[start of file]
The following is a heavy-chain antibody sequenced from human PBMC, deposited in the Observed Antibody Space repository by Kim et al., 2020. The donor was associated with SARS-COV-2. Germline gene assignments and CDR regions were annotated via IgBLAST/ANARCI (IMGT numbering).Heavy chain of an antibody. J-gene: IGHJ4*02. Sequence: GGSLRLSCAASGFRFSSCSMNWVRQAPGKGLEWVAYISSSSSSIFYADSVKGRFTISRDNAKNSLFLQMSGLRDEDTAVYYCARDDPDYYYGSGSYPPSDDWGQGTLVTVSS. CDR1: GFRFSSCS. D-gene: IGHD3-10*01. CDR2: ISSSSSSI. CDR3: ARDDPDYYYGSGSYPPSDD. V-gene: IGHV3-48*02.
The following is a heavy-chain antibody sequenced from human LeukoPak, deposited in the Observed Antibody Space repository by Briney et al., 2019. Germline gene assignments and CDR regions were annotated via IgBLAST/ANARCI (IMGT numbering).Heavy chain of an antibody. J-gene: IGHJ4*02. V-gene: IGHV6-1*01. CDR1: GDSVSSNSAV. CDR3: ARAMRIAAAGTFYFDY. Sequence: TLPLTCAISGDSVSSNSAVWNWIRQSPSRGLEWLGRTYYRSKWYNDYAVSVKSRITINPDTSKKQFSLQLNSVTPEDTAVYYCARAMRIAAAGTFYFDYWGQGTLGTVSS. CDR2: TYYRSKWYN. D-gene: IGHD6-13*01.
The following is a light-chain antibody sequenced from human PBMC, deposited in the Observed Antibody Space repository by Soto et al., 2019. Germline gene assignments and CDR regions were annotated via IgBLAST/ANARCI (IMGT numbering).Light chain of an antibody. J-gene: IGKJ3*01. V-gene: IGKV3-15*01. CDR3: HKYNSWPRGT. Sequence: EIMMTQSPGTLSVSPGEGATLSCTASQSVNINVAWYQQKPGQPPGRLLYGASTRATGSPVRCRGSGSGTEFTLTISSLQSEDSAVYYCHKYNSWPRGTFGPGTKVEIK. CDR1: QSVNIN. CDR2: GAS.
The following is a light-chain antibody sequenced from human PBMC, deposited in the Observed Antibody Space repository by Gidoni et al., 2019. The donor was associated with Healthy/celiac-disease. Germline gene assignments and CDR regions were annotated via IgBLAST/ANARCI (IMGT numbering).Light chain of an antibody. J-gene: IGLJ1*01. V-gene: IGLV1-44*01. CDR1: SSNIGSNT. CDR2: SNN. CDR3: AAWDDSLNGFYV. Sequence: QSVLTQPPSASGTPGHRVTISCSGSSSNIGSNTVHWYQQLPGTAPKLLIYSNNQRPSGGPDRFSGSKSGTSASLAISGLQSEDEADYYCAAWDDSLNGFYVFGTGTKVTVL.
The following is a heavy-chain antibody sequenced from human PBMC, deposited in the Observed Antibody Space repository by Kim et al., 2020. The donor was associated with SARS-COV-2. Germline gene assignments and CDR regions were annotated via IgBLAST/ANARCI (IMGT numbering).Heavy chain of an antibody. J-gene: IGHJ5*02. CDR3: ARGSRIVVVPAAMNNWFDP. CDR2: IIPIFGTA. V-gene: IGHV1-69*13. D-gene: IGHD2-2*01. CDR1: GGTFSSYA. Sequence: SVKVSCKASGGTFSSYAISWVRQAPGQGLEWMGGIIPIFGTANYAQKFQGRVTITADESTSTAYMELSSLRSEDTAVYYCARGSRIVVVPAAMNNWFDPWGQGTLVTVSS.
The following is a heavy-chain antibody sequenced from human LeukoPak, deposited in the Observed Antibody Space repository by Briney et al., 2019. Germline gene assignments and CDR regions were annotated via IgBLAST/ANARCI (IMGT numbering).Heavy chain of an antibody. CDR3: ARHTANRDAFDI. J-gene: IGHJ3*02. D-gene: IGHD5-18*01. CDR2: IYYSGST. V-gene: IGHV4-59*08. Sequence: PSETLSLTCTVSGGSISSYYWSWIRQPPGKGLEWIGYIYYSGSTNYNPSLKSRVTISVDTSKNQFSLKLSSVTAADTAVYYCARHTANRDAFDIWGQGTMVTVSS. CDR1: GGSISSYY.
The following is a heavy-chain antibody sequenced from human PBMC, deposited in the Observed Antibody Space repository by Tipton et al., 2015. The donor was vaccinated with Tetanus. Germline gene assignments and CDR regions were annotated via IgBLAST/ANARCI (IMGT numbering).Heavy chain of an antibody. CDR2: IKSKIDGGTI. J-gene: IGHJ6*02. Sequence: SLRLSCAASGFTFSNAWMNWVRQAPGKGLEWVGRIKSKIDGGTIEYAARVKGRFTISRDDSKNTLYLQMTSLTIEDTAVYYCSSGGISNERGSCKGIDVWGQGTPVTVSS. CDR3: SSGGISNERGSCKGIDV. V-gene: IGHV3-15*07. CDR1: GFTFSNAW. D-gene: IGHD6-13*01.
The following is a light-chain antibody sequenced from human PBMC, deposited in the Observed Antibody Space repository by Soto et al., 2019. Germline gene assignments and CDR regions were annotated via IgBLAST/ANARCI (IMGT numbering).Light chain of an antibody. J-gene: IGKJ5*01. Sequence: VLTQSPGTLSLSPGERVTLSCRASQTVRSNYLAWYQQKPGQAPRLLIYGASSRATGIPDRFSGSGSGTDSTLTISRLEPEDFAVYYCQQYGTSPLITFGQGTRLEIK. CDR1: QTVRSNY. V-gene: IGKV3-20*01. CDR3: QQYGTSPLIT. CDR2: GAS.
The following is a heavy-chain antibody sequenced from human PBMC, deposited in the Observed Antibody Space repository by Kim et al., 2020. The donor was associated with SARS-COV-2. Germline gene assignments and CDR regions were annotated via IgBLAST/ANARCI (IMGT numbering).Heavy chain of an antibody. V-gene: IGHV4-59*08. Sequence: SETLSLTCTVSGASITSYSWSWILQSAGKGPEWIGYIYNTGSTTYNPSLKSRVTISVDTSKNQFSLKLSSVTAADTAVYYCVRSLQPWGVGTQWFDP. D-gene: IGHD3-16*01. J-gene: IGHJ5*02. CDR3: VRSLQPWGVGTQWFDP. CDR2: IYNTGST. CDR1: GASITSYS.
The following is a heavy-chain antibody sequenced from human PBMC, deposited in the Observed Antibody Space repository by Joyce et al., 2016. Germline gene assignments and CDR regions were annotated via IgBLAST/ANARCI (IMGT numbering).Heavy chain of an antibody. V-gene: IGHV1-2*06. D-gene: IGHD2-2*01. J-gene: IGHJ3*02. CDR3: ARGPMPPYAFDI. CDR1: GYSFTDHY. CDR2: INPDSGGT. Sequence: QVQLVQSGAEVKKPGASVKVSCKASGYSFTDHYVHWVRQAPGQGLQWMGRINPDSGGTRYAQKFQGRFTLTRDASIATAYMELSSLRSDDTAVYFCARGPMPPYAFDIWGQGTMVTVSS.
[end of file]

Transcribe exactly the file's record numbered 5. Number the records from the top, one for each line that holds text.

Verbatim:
The following is a heavy-chain antibody sequenced from human PBMC, deposited in the Observed Antibody Space repository by Kim et al., 2020. The donor was associated with SARS-COV-2. Germline gene assignments and CDR regions were annotated via IgBLAST/ANARCI (IMGT numbering).Heavy chain of an antibody. J-gene: IGHJ5*02. CDR3: ARGSRIVVVPAAMNNWFDP. CDR2: IIPIFGTA. V-gene: IGHV1-69*13. D-gene: IGHD2-2*01. CDR1: GGTFSSYA. Sequence: SVKVSCKASGGTFSSYAISWVRQAPGQGLEWMGGIIPIFGTANYAQKFQGRVTITADESTSTAYMELSSLRSEDTAVYYCARGSRIVVVPAAMNNWFDPWGQGTLVTVSS.